Soon after 9:00 pm on December 14, 1989, Sakharov went to his study to take a nap before preparing an important speech he was to deliver the next day in the Congress. His wife went to wake him at 11:00 pm as he had requested but she found Sakharov dead on the floor. A sudden heart attack had taken his life at the age of 68. He was interred in the Vostryakovskoye Cemetery in Moscow.

Influence

The Sakharov Prize, established in 1988 and awarded annually by the European Parliament for people and organizations dedicated to human rights and freedoms, was named in his honor.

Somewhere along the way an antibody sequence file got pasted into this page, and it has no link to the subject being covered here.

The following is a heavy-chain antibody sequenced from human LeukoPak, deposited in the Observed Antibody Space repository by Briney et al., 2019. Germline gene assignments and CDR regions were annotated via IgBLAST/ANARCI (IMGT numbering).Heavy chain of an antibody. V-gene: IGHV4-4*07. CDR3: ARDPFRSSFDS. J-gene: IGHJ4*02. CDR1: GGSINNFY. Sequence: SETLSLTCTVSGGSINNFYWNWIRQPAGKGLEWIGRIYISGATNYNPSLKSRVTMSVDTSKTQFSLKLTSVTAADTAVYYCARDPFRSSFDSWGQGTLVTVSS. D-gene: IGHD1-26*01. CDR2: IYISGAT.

An Andrei Sakharov prize is also to be awarded by the American Physical Society every second year from 2006, "to recognize outstanding leadership and/or achievements of scientists in upholding human rights".

The Andrei Sakharov Prize For Writer's Civic Courage was established in October 1990.

Andrei Sakharov Archives

The Andrei Sakharov Archives and Human Rights Center, established at Brandeis University in 1993, are now housed at Harvard University. The documents from that archive were published by the Yale University Press in 2005. These documents are available online. Most of documents of the archive are letters from the head of the KGB to the Central Committee about activities of Soviet dissidents and recommendations about the interpretation in newspapers. The letters cover the period from 1968 to 1991 (Brezhnev stagnation). The documents characterize not only the Sakharov's activity, but that of other dissidents, as well as that of highest-position apparatchiks, and the KGB. No Russian equivalent of the KGB archive is available.